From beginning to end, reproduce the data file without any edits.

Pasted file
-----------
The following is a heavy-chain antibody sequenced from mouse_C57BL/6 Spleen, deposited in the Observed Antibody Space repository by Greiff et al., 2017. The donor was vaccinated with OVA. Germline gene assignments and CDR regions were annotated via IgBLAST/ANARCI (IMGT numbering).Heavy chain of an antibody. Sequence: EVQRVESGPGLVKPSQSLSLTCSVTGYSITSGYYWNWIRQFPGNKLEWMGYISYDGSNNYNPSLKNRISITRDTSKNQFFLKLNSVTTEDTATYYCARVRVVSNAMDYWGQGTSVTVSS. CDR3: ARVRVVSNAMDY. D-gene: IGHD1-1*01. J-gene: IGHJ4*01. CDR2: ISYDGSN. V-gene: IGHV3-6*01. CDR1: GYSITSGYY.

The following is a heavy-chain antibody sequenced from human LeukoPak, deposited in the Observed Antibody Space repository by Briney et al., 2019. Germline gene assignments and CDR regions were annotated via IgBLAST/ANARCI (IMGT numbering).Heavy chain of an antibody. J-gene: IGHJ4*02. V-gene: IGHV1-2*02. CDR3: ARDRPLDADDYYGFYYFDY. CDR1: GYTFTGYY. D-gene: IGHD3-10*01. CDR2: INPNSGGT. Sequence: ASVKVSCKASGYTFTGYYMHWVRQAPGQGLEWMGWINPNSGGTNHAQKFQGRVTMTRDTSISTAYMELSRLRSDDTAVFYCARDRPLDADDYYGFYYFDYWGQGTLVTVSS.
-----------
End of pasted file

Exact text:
The following is a heavy-chain antibody sequenced from mouse_C57BL/6 Spleen, deposited in the Observed Antibody Space repository by Greiff et al., 2017. The donor was vaccinated with OVA. Germline gene assignments and CDR regions were annotated via IgBLAST/ANARCI (IMGT numbering).Heavy chain of an antibody. Sequence: EVQRVESGPGLVKPSQSLSLTCSVTGYSITSGYYWNWIRQFPGNKLEWMGYISYDGSNNYNPSLKNRISITRDTSKNQFFLKLNSVTTEDTATYYCARVRVVSNAMDYWGQGTSVTVSS. CDR3: ARVRVVSNAMDY. D-gene: IGHD1-1*01. J-gene: IGHJ4*01. CDR2: ISYDGSN. V-gene: IGHV3-6*01. CDR1: GYSITSGYY.

The following is a heavy-chain antibody sequenced from human LeukoPak, deposited in the Observed Antibody Space repository by Briney et al., 2019. Germline gene assignments and CDR regions were annotated via IgBLAST/ANARCI (IMGT numbering).Heavy chain of an antibody. J-gene: IGHJ4*02. V-gene: IGHV1-2*02. CDR3: ARDRPLDADDYYGFYYFDY. CDR1: GYTFTGYY. D-gene: IGHD3-10*01. CDR2: INPNSGGT. Sequence: ASVKVSCKASGYTFTGYYMHWVRQAPGQGLEWMGWINPNSGGTNHAQKFQGRVTMTRDTSISTAYMELSRLRSDDTAVFYCARDRPLDADDYYGFYYFDYWGQGTLVTVSS.